In considering the plea we are to ignore the middle initial "J." given therein, since the criminal law regards a middle name as entirely immaterial. Rooks v. State, 83 Ala. 80, 3 So. 720; Pace v. State, 69 Ala. 231, 44 Am.Rep. 513; Kimbrell v. State, 130 Ala. 40, 30 So. 454. So the plea in abatement can be properly regarded as alleging that the defendant's true name is Javan Smith, whereas he was indicted as J. Van Smith. Clearly the two sound alike, but when we treat the letter J, in the indictment, as only an initial of another name, which it purports only to be ( Diggs v. State, 49 Ala. 311; Gerrish v. State, 53 Ala. 477), we have as the only given name of the defendant stated in [8 Ala.App. 193] the indictment that of Van Smith, which is not idem sonans with that of Javan Smith given in the plea. The doctrine of idem sonans applies only to names that are spelled differently, but are pronounced alike, and was adopted for the reason that orthography provides no rule or standard for the correct spelling of proper names. A person may spell his name as he pleases, and violate no rule of English; other persons may likewise spell it differently, and so long as it sounds the same the law will treat it as the same. 21 Am. & Eng.Ency.Law, p. 313 et seq.; Rooks v. State, 83 Ala. 80, 3 So. 720.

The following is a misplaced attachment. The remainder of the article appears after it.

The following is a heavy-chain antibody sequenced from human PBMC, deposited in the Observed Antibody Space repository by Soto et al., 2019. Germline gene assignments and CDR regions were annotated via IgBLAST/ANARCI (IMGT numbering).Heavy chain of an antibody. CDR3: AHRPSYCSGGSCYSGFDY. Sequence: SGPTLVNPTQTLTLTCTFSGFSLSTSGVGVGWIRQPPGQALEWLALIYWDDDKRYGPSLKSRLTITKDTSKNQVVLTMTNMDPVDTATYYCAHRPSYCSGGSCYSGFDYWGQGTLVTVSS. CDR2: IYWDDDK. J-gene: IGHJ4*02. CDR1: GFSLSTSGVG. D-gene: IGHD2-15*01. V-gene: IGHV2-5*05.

We find, however, nowhere such a statement or application of the doctrine of idem sonans as would warrant its extension to a case like this, and the reasons underlying the rule would forbid. If Javan Smith can be properly indicted as J. Van Smith, then Eurah Jones could be property tried under an indictment against U.R. Jones, although the letters U.R. may be the real given name of another Jones actually intended to be indicted, or the initials of Uriah Rhodes Jones. The latter two instances are not cases of a different spelling of the same name, but a case of different names; and we are of opinion that the doctrine of idem sonans is not
applicable to either instance. Gerrish v. State, 53 Ala. 477.